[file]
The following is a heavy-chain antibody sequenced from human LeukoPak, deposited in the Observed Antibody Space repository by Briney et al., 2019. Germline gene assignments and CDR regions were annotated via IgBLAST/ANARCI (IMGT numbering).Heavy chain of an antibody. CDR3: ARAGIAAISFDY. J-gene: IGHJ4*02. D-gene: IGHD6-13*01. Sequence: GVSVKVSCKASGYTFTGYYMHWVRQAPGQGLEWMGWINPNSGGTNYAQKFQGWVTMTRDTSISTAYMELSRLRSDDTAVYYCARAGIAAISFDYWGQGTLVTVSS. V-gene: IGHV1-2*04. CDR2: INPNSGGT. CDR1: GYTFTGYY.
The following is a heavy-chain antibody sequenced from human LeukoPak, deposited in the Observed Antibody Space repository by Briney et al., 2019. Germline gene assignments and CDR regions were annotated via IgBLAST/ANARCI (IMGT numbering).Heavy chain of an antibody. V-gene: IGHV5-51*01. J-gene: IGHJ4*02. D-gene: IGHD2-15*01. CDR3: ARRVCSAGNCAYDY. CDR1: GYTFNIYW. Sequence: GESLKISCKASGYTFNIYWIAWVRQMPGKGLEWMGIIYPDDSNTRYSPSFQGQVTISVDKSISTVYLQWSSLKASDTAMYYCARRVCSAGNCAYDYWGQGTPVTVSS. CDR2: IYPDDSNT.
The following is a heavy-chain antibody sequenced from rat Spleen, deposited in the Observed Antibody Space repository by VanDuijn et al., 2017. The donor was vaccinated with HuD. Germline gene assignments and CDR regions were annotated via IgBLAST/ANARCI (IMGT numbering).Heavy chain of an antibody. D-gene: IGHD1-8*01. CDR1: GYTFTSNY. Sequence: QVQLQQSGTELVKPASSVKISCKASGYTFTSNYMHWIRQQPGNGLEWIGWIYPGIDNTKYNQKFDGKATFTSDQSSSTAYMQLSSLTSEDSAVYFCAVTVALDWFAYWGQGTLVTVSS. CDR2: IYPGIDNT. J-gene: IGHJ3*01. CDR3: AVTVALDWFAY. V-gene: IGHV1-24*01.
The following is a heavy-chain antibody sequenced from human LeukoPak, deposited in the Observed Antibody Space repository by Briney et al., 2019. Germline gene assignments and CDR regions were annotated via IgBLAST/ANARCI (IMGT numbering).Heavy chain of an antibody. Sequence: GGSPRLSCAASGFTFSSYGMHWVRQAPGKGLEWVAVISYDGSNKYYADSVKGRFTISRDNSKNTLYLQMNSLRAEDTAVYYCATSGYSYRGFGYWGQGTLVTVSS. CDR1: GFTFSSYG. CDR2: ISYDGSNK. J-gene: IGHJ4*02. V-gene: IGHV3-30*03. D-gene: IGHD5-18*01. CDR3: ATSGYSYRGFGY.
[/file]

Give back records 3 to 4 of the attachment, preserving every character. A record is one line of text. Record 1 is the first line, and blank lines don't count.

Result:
The following is a heavy-chain antibody sequenced from rat Spleen, deposited in the Observed Antibody Space repository by VanDuijn et al., 2017. The donor was vaccinated with HuD. Germline gene assignments and CDR regions were annotated via IgBLAST/ANARCI (IMGT numbering).Heavy chain of an antibody. D-gene: IGHD1-8*01. CDR1: GYTFTSNY. Sequence: QVQLQQSGTELVKPASSVKISCKASGYTFTSNYMHWIRQQPGNGLEWIGWIYPGIDNTKYNQKFDGKATFTSDQSSSTAYMQLSSLTSEDSAVYFCAVTVALDWFAYWGQGTLVTVSS. CDR2: IYPGIDNT. J-gene: IGHJ3*01. CDR3: AVTVALDWFAY. V-gene: IGHV1-24*01.
The following is a heavy-chain antibody sequenced from human LeukoPak, deposited in the Observed Antibody Space repository by Briney et al., 2019. Germline gene assignments and CDR regions were annotated via IgBLAST/ANARCI (IMGT numbering).Heavy chain of an antibody. Sequence: GGSPRLSCAASGFTFSSYGMHWVRQAPGKGLEWVAVISYDGSNKYYADSVKGRFTISRDNSKNTLYLQMNSLRAEDTAVYYCATSGYSYRGFGYWGQGTLVTVSS. CDR1: GFTFSSYG. CDR2: ISYDGSNK. J-gene: IGHJ4*02. V-gene: IGHV3-30*03. D-gene: IGHD5-18*01. CDR3: ATSGYSYRGFGY.